Date: September 18, 2012
Source: Fox News
Abstract: A chef on trial Tuesday for his wife's murder told sheriff's investigators that they couldn't find his wife's body because he had cooked it for four days in boiling water until little was left but her skull.
Los Angeles Superior Court jurors heard David Viens make the statements in a recorded interview with sheriff's investigators that was played in court during his murder trial.
"I just slowly cooked it and I ended up cooking her for four days," Viens could be heard saying on the recording, according to the Los Angeles Times.
Viens gave detectives the interview as he lay in a hospital bed in March 2011, after leaping off an 80-foot cliff in Rancho Palos Verdes when he learned he was a suspect in the late 2009 disappearance of his wife, Dawn Viens, 39, whose body was never found.
Viens, whose injuries from the leap have him attending his trial in a wheelchair, said in the interview that he stuffed his wife's body in a 55-gallon drum of boiling water, keeping it submerged with weights and mixing what remained with other waste before disposing of it.
He said the only thing left was his wife's skull, which he stashed at his mother's house.
But a search of the house turned up nothing, nor did an excavation of his restaurant in Lomita.
On the recording played in court, sheriff's Sgt. Richard Garcia asked Viens what happened on Oct. 18, 2009, the night his wife disappeared.
"For some reason I just got violent," he said (Fox News, 2012).
Title: Package With Human Remains Found On Train Tracks In Virginia
Date: September 19, 2012
Source: Fox News
Abstract: Officials say a package containing human remains has been found on VRE train tracks near Burke, Va.
Virginia Railway Express officials say the remains were found on tracks on Manassas Park. The area was shut down and four VRE trains were stopped.
Buses were brought to transport train riders. VRE said delays of two
hours were possible and urged some riders on stopped trains to have someone
pick them up (Fox News, 2012).
Medical Examiner's Office Refuses To Release More Than 9,000 Brains Belonging
To New Yorkers So They Can Use Them For 'Experiments And Practice'
Date: October 29, 2012
Source: Daily Mail
Abstract: It's being called 'the great brain robbery.'
New York City's medical examiner’s office has kept the brains of more than 9,200 deceased New Yorkers — from the elderly to newborns — so newbie pathologists can practice their skills.
The discovery comes after three families publicly questioned whether or not the city is banking the brains for medical purposes.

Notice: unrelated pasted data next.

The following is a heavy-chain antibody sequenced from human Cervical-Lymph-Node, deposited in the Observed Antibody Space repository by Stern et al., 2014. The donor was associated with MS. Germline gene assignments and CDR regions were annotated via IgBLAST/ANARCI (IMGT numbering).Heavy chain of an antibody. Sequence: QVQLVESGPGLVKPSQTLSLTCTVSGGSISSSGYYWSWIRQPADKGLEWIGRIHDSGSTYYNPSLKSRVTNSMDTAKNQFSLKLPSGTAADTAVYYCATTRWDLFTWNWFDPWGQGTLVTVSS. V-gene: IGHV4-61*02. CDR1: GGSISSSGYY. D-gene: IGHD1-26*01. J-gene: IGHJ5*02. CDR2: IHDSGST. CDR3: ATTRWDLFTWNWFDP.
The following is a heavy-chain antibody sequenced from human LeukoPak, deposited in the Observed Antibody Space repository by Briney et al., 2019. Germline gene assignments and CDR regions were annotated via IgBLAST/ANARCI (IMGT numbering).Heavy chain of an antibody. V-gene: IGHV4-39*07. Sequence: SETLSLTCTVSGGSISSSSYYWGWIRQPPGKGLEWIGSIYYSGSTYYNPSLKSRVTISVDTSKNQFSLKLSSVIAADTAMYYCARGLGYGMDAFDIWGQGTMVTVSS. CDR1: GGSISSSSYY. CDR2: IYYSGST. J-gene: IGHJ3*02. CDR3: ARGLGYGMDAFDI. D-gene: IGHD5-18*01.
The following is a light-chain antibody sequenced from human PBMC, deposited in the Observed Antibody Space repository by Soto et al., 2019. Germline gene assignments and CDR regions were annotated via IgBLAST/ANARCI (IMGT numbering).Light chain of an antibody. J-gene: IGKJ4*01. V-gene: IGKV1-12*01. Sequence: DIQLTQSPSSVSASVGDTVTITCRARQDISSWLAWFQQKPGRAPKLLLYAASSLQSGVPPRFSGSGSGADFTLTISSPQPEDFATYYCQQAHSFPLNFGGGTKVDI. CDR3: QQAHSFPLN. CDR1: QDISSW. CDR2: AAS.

'Vasean’s organs were removed for ‘testing’ without any investigative or medical necessity,' charges a suit by the family of Vasean Alleyne, an 11-year-old Queens boy killed by a drunken driver.
According to the New York Post, months after his burial, his mom was shocked to read in the autopsy report that her son’s brain and spinal cord had been taken.
Brooklyn mom Cindy
Bradshaw was stunned to learn she had buried her stillborn son, Gianni, without
his brain. The ME kept it — though an autopsy found his death was caused by an
abnormality in her umbilical cord and placenta.
'Do they really want to know what happened to the person, or are they just experimenting?' Bradshaw asked.
'The death had nothing to do with the brain,” said her lawyer, Daniel Flanzig. “It’s unconscionable — and unlawful — for the Medical Examiner not to return it to the family for a complete burial.'
Others suspect organs are used as a training tool.
'I think they collect brains to allow a new neuropathologist to practice on various body parts,' said Anthony Galante, a lawyer for the family of Jesse Shipley, 17, who was killed in a car crash in 2005.
'When it comes to investigating deaths, the law gives the Medical Examiner’s Office broad authority, including the retention of tissue at autopsy for further testing,' a city Law Department spokeswoman told the post.
The ME declined to comment.
In November 2010, a judge ruled the city must notify families of seized organs. The ME began giving kin a form with three options: wait to claim the body pending “further testing” of organs; collect the organs later; or just let the city dispose of the organs.
The disposal method is not mentioned. But an internal ME document spells it out: 'Medical waste is incinerated. Please do not tell NOK (next-of-kin) that unclaimed organs are ‘cremated ...''
Under The Post’s Freedom of Information Law request, the ME gave a list of 9,200 brains and 45 spinal cords removed between Nov. 1, 2004, and July 1, 2012. Some 7,700 brains were taken before the notifications began.The ages of the decedents range from 99 to fetuses (Daily Mail, 2012).